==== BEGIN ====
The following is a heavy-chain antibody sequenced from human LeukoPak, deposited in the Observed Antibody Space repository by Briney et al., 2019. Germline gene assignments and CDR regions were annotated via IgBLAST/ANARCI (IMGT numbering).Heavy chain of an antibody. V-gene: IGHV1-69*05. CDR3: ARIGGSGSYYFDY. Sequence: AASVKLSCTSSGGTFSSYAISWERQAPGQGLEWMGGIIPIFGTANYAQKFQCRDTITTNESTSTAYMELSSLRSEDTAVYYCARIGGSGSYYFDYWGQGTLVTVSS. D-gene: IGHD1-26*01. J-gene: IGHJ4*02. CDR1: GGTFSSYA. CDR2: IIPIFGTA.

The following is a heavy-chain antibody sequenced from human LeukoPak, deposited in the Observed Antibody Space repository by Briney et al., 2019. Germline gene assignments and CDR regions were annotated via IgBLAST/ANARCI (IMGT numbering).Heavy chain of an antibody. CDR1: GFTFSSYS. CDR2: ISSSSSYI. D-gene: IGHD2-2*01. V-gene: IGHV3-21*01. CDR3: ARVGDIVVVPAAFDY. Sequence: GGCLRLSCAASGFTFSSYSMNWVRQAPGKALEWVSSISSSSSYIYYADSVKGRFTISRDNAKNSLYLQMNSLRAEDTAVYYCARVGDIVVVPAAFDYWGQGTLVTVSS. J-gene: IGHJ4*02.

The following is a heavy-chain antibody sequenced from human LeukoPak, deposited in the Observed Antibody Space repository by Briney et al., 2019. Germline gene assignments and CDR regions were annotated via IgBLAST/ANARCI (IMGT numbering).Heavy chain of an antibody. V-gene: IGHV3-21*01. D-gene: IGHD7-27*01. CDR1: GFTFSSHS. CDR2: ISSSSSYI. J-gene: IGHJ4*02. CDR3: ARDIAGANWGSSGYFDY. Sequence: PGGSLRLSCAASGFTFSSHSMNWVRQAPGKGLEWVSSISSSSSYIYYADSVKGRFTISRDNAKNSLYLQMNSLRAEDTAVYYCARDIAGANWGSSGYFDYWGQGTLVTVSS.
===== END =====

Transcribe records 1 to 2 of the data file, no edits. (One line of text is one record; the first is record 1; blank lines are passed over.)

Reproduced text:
The following is a heavy-chain antibody sequenced from human LeukoPak, deposited in the Observed Antibody Space repository by Briney et al., 2019. Germline gene assignments and CDR regions were annotated via IgBLAST/ANARCI (IMGT numbering).Heavy chain of an antibody. V-gene: IGHV1-69*05. CDR3: ARIGGSGSYYFDY. Sequence: AASVKLSCTSSGGTFSSYAISWERQAPGQGLEWMGGIIPIFGTANYAQKFQCRDTITTNESTSTAYMELSSLRSEDTAVYYCARIGGSGSYYFDYWGQGTLVTVSS. D-gene: IGHD1-26*01. J-gene: IGHJ4*02. CDR1: GGTFSSYA. CDR2: IIPIFGTA.

The following is a heavy-chain antibody sequenced from human LeukoPak, deposited in the Observed Antibody Space repository by Briney et al., 2019. Germline gene assignments and CDR regions were annotated via IgBLAST/ANARCI (IMGT numbering).Heavy chain of an antibody. CDR1: GFTFSSYS. CDR2: ISSSSSYI. D-gene: IGHD2-2*01. V-gene: IGHV3-21*01. CDR3: ARVGDIVVVPAAFDY. Sequence: GGCLRLSCAASGFTFSSYSMNWVRQAPGKALEWVSSISSSSSYIYYADSVKGRFTISRDNAKNSLYLQMNSLRAEDTAVYYCARVGDIVVVPAAFDYWGQGTLVTVSS. J-gene: IGHJ4*02.